The rest of the movie follows the path of the decline of April’s mental health ending in what was either a tragic mistake or a suicide. The logic of the order of the scenes is driven by the underlying reality of April’s life, something that could never be captured either with Brownie camera taking sequential snapshots, or in a transcript of her conversations.

      I think it is fair to say that the Director, Sam Mendes is

      “a master director, (who) provides (us) with … information content by judicious use of one, two, or three fragments edited together, perhaps in sequence or perhaps not. (As a) master director (he) has no concern with a “realistic depiction”; instead … (he) has mastered how to tell a story “economically” using the “language of film”, similar to the way a poet constructs a poem economically using the “language of words”.
      (Quote from Ron’s comments, parenthetical changes just fit the verb tenses to be consistent with the rest of this response.)

      What I don’t understand Ron is how you can reconcile your reading of my criterion with my (high) rating of Revolutionary Road. Since you equate my criterion to the use of the “realism” style, the most logical explanation is that you think that I think Revolutionary Road is a movie that uses that style. I hope it is clear from what I have written that I think Mendes is a “master director” who certainly did not make Revolutionary Road, using the artistic style of realism.

      On the other hand, I certainly agree with you that movies made using the artistic style of “realism” are often boring and it’s hard for me to think of one that I actually liked (Saving Private Ryan may be an exception.)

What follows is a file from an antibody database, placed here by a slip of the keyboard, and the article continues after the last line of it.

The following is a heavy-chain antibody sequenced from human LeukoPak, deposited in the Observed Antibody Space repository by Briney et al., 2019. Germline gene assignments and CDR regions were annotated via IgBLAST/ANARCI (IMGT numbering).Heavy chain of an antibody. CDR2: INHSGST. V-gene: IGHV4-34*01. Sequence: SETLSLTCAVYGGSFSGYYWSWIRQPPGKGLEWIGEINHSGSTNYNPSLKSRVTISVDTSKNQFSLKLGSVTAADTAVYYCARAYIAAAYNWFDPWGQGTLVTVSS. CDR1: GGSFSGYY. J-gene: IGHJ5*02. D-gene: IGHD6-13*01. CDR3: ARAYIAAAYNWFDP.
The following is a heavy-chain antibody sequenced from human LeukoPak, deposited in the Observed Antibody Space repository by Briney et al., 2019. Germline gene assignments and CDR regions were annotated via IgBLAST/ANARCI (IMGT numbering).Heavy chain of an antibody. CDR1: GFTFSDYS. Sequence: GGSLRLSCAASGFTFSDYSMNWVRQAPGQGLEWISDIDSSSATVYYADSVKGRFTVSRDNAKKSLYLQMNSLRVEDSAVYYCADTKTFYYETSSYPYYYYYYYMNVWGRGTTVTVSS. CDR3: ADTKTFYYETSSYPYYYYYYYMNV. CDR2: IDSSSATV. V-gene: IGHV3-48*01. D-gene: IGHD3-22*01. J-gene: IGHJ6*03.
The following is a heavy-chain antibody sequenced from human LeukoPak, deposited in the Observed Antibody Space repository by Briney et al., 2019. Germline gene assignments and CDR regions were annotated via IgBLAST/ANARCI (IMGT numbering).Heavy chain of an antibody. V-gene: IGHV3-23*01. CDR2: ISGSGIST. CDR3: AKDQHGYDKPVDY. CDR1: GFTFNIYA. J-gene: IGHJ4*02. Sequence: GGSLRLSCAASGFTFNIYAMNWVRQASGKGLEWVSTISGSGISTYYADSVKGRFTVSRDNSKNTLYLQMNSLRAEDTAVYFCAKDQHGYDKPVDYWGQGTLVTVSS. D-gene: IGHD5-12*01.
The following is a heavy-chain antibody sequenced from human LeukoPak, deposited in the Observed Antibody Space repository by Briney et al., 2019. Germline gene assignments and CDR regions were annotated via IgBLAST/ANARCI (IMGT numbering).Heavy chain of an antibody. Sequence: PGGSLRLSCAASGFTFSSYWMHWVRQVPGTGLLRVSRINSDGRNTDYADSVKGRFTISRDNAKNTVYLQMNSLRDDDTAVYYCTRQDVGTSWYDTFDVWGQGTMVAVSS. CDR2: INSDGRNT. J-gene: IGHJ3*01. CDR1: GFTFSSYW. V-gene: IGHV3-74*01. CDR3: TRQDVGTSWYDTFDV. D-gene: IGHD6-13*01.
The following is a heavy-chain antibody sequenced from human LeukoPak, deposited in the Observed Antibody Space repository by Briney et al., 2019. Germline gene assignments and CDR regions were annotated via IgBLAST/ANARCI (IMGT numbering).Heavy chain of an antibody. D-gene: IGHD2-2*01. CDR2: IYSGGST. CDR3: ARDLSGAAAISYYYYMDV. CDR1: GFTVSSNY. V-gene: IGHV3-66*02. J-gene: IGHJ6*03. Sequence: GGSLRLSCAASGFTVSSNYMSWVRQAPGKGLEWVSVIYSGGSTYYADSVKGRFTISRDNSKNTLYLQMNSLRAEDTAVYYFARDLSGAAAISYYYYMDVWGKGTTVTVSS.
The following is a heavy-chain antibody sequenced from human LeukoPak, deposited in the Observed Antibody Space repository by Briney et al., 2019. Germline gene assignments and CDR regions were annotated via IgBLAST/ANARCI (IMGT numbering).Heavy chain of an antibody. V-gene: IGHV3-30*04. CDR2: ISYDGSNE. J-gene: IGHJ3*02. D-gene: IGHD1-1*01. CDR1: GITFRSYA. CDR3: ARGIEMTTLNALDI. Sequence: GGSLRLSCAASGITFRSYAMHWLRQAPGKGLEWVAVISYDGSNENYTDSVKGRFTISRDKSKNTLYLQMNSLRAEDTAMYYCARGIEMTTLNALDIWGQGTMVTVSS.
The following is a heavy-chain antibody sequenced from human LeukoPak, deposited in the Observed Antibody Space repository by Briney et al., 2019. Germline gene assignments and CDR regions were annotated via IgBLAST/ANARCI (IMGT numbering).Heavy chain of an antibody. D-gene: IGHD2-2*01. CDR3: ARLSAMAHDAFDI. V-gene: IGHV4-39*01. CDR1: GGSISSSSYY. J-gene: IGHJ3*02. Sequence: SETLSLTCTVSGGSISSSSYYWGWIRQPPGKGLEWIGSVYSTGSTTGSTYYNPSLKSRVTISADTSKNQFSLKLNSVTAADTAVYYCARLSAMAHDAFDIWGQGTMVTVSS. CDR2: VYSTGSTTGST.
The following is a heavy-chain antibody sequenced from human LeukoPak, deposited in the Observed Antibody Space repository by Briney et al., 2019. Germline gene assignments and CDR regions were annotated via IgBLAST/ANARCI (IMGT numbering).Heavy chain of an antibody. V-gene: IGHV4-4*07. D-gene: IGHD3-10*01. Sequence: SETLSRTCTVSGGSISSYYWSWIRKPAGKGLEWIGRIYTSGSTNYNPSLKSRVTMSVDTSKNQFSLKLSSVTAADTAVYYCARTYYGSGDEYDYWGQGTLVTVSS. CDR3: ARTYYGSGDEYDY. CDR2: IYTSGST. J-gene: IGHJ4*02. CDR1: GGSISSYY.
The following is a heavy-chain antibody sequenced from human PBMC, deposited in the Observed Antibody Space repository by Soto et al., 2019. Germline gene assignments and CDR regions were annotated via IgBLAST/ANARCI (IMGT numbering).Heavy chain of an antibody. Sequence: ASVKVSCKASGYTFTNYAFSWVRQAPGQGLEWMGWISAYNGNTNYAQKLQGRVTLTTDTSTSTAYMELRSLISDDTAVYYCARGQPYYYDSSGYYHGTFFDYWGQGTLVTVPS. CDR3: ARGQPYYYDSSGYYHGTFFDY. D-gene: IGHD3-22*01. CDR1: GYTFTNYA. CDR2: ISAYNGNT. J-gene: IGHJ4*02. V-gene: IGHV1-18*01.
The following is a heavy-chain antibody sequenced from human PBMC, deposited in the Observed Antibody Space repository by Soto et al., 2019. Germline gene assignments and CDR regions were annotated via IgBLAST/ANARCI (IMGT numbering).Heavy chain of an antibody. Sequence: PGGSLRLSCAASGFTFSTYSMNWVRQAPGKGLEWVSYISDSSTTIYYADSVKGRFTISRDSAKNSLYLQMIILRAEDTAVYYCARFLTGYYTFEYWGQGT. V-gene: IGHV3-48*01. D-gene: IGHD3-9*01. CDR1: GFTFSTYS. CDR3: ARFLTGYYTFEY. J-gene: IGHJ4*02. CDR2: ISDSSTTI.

Finally, Ron thank-you for your comment, I found it very stimulating and you articulated many points with which I agree.

      And just so I don’t start an endless back and forth on this web site, I hereby now confess that my choosing to use Lives of Others as an example, and in particular my description of it in this comment, was just to, as they say in Australia, “have a go at you.” I’ve mellowed considerably in my view of that fine movie.


  4. Response posted by Peter for Burk

    Hi Peter:

    David called me from Idaho today and somehow we got onto the subject of
    your comments about suburbia and the three films discussed by the TFC. I
    asked him to send me a copy as going on the web is a slow process on my
    antiquated computer.

    I did not go to any of the TFC showings of the films. But many years ago
    I read “The Man in the Gray Flannel Suit” and saw the movie. Like you, I
    grew up in the North Jersey suburbs of NYC – Montclair. Montclair and
    Tenafly were similar in many respects as affluent communities. But
    Montclair was unique in that over 20 per cent of the population was
    black. I think my high school class of 1943 had an even higher
    percentage of blacks as many Montclair kids were sent off to private prep